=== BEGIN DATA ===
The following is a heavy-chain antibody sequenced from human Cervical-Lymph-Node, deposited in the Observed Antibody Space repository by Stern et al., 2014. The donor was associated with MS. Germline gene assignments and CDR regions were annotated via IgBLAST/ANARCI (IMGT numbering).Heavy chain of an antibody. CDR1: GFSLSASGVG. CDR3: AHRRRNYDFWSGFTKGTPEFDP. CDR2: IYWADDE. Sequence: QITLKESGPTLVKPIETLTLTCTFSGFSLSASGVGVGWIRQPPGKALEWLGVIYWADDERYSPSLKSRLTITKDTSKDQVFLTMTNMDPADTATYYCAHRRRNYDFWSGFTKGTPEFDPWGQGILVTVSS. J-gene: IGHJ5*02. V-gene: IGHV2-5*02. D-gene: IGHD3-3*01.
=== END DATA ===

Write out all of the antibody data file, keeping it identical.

The following is a heavy-chain antibody sequenced from human Cervical-Lymph-Node, deposited in the Observed Antibody Space repository by Stern et al., 2014. The donor was associated with MS. Germline gene assignments and CDR regions were annotated via IgBLAST/ANARCI (IMGT numbering).Heavy chain of an antibody. CDR1: GFSLSASGVG. CDR3: AHRRRNYDFWSGFTKGTPEFDP. CDR2: IYWADDE. Sequence: QITLKESGPTLVKPIETLTLTCTFSGFSLSASGVGVGWIRQPPGKALEWLGVIYWADDERYSPSLKSRLTITKDTSKDQVFLTMTNMDPADTATYYCAHRRRNYDFWSGFTKGTPEFDPWGQGILVTVSS. J-gene: IGHJ5*02. V-gene: IGHV2-5*02. D-gene: IGHD3-3*01.